If you love historic homes and wasting time on the internet, may I present to you: oldhouses.com.
It’s a real estate website that curates listings from across the country.
You can search by state, by price, by era and by old home features like dumbwaiters and carriage houses. Those search features translate into hours of browsing.
Old Houses is run by unabashed old home lover Joe Copley, who runs the website out of his home here in Charlotte.
“Yes, in Charlotte. Of all places, right?” Copley said to me recently.
He gets it. Of all the cities for an old home lover, Copley’s in bulldozer heaven.
Copley understands why old homes have been plowed over in Charlotte: They’re a lot of work. It can be easier to start from scratch.
But he fears cities are becoming playgrounds of the wealthy, devoid of houses that tell a place’s story.
Like many places, the historic houses here are often “an accident of shifting wealth,” Copley said. “Elizabeth and Dilworth became historic when middle-class and wealthier families left the city for developing south Charlotte. The pendulum swung back. And it will swing back again. It’s paradoxical; old houses and buildings are valuable today because for a long time no one wanted them.”
Copley said it takes two kinds of people to preserve a city’s historic housing stock.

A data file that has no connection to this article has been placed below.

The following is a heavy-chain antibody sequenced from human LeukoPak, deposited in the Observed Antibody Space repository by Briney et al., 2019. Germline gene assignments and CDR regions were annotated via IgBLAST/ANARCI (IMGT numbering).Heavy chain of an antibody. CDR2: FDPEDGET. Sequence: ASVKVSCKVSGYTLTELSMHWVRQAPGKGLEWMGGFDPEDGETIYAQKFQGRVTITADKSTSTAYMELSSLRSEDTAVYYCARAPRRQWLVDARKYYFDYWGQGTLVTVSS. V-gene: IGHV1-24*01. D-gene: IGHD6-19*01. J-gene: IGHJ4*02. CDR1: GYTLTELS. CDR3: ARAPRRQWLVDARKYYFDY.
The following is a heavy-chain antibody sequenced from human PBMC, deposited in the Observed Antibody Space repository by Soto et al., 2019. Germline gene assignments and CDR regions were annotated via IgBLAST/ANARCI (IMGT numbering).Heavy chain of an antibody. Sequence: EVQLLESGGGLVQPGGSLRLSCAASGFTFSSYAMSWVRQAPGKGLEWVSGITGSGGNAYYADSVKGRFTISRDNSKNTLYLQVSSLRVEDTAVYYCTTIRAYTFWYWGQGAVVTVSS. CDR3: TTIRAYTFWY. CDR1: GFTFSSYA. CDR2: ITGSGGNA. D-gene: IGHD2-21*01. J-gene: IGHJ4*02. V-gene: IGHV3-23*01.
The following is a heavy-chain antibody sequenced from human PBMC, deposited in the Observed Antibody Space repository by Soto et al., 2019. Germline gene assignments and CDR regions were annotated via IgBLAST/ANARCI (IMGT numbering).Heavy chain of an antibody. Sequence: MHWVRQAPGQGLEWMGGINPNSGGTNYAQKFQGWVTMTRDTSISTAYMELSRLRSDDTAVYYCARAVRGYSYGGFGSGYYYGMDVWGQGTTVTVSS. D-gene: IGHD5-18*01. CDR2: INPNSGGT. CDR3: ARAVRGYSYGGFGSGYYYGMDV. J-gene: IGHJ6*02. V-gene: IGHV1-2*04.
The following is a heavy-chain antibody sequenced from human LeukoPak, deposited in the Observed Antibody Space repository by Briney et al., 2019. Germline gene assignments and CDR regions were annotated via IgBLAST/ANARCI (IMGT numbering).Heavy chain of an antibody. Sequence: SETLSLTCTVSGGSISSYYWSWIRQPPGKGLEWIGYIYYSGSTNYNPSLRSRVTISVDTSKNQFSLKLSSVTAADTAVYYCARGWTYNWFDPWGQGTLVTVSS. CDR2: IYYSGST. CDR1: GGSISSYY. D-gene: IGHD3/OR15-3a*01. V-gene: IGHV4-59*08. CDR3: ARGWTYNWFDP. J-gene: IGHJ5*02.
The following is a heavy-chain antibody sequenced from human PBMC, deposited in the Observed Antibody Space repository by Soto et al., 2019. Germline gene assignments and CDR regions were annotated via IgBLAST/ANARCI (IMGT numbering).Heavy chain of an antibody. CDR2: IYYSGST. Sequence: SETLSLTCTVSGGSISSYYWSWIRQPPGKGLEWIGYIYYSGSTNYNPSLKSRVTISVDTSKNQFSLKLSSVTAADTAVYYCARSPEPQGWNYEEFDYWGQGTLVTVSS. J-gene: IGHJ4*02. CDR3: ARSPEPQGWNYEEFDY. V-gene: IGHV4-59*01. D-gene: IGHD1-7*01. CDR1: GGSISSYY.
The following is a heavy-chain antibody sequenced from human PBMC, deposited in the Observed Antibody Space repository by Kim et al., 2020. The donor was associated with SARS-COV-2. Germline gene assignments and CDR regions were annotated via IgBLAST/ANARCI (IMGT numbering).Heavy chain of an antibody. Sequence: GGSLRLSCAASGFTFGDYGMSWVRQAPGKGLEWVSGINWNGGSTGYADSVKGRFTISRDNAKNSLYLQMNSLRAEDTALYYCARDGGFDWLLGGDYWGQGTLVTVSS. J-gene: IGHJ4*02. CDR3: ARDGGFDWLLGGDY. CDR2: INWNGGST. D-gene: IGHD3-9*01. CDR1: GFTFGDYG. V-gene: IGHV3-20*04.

The first type are “people who are immune to the most efficient use of capital or land,” Copley said, which is a polite way of saying eccentrics with DGAF old money. Alas, “We just don’t have many of them in Charlotte.”
The second type is young people who want a project and are priced out.
The problem right now is that young people want to live in the urban core, Copley said, but he expects that to change, just as it’s always swung back and forth.
“At some point people will think, look, we can get an old house out in this field, 3,000 square feet for $120,000, and fix it up for ourselves.”
On Copley’s website, the old houses near Charlotte ripe for a hungry couple’s fixer-upper project aren’t in a literal field; they’re in Salisbury.
Take a look here at some of the regional offerings. Pick your price point and your era, as North Carolina homes up for grabs include Neoclassical, Federal, Queen Anne Victorian, Colonial, Greek Revival and Italianite.